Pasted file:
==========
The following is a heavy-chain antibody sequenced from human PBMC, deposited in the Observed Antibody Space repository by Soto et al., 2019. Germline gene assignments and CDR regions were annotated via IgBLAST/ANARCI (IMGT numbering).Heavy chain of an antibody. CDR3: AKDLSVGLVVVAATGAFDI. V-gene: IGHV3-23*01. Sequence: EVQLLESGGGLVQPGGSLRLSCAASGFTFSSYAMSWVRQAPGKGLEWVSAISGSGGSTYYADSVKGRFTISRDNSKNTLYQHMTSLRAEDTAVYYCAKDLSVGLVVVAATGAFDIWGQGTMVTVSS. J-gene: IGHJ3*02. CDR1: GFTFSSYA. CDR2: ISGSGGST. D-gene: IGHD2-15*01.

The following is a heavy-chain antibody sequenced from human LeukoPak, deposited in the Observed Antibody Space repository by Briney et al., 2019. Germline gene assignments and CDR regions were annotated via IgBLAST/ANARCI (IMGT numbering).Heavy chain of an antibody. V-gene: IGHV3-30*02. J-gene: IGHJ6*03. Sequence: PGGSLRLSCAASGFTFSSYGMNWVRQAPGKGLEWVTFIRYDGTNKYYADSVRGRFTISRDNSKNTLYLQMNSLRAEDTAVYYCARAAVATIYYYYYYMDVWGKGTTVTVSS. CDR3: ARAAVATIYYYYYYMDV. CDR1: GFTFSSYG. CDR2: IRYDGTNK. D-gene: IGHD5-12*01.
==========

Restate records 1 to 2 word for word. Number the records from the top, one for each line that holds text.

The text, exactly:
The following is a heavy-chain antibody sequenced from human PBMC, deposited in the Observed Antibody Space repository by Soto et al., 2019. Germline gene assignments and CDR regions were annotated via IgBLAST/ANARCI (IMGT numbering).Heavy chain of an antibody. CDR3: AKDLSVGLVVVAATGAFDI. V-gene: IGHV3-23*01. Sequence: EVQLLESGGGLVQPGGSLRLSCAASGFTFSSYAMSWVRQAPGKGLEWVSAISGSGGSTYYADSVKGRFTISRDNSKNTLYQHMTSLRAEDTAVYYCAKDLSVGLVVVAATGAFDIWGQGTMVTVSS. J-gene: IGHJ3*02. CDR1: GFTFSSYA. CDR2: ISGSGGST. D-gene: IGHD2-15*01.

The following is a heavy-chain antibody sequenced from human LeukoPak, deposited in the Observed Antibody Space repository by Briney et al., 2019. Germline gene assignments and CDR regions were annotated via IgBLAST/ANARCI (IMGT numbering).Heavy chain of an antibody. V-gene: IGHV3-30*02. J-gene: IGHJ6*03. Sequence: PGGSLRLSCAASGFTFSSYGMNWVRQAPGKGLEWVTFIRYDGTNKYYADSVRGRFTISRDNSKNTLYLQMNSLRAEDTAVYYCARAAVATIYYYYYYMDVWGKGTTVTVSS. CDR3: ARAAVATIYYYYYYMDV. CDR1: GFTFSSYG. CDR2: IRYDGTNK. D-gene: IGHD5-12*01.